But India's flourishing consumer class rewards those who have the patience to do business here. "On the positive side, the story in India is very good," says Singhal. "Consumers are very optimistic about spending, and they're spending on a wider range of products and services." In many parts of the world, he says, retailers find cash-strapped consumers less willing to splurge on their products. "In India, consumer spending is a challenge that is not being faced yet," Singhal explains. Despite the global downturn, India's economy still grows, on average, 5 percent each year. Even a slice of that pie has the potential to prop up sluggish sales elsewhere—particularly in Europe, where Starbucks continues to shutter underperforming stores.
Similarly, executives at Tata Starbucks remain hopeful. "India is one of the most exciting markets in the world, with a very diverse and dynamic culture," says Avani Saglani Davda, CEO of Tata Starbucks Limited, in an e-mail. "The size of the Indian economy, the growth of cafe culture, and the rising spending power hold strong potential for our growth here." Since opening its flagship store in Mumbai on October 19, Tata Starbucks has opened two additional outlets in the city.
Somewhat ironically, the "Starbucks- ization" of India is something Café Coffee Day has so far managed better than Schultz. "They are in tourist destinations, office complexes, gas stations," Singhal says of the pervasive brand, which opens an average of one new store per day, as Starbucks did in its '90s heyday. "Café Coffee Day is almost everywhere where people are, and there are lots of people in India."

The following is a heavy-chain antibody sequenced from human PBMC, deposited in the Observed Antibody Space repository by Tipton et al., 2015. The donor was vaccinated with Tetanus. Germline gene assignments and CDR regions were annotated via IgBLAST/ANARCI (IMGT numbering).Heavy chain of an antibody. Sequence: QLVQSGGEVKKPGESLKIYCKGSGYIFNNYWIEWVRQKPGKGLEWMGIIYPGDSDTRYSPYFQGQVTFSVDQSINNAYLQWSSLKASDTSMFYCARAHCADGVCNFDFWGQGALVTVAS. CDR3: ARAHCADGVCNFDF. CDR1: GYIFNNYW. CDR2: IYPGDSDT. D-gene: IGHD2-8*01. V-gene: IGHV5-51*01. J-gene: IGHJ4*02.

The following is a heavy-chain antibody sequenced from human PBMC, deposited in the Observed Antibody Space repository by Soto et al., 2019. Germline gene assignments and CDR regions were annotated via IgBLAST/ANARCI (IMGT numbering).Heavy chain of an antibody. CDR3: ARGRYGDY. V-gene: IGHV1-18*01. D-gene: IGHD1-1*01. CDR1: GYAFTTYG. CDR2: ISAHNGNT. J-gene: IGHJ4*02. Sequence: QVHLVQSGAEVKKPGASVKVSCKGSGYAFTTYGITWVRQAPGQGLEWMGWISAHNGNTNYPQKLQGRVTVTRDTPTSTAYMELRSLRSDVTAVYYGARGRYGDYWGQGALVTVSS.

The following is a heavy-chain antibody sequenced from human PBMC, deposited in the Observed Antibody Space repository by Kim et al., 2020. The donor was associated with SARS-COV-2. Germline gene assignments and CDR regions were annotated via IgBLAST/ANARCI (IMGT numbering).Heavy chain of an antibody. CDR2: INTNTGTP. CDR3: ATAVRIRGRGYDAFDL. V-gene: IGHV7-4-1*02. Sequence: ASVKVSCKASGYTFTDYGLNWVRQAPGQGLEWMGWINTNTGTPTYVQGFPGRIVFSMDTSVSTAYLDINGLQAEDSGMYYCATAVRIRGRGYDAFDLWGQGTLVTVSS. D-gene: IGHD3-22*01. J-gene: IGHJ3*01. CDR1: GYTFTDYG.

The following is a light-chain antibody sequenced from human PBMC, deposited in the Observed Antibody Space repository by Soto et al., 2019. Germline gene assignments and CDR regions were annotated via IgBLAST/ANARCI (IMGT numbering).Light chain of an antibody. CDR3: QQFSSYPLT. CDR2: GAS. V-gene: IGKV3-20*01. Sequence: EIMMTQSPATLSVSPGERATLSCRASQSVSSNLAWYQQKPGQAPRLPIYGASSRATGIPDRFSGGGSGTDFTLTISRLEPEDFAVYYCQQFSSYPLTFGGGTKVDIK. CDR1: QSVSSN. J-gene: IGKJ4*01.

But slowing down Starbucks' typical rate of expansion to "crack the code" (as Schultz has described entering the Indian market to other press) may serve the company well in the long term. "It has taken them [Starbucks] a while, but at the end of the day, I think they've found a very good partner," Singhal says of the Seattle-based brewer. Not only is Tata Global Beverages India's largest coffee producer; the Indian conglomerate also brings a vast network of hotels and realty from other business holdings, along with a reputation of "absolute cleanliness."
But Mumbaikars may care less about the brand than about finding a new place to hang out. "Initially it's not so much a question of Café Coffee Day versus Starbucks," says Singhal. "India is very short of good locations where people can sit down for a cup of tea or coffee, to just meet casually. It's more about just finding a good coffee shop next to your house or next to where you are."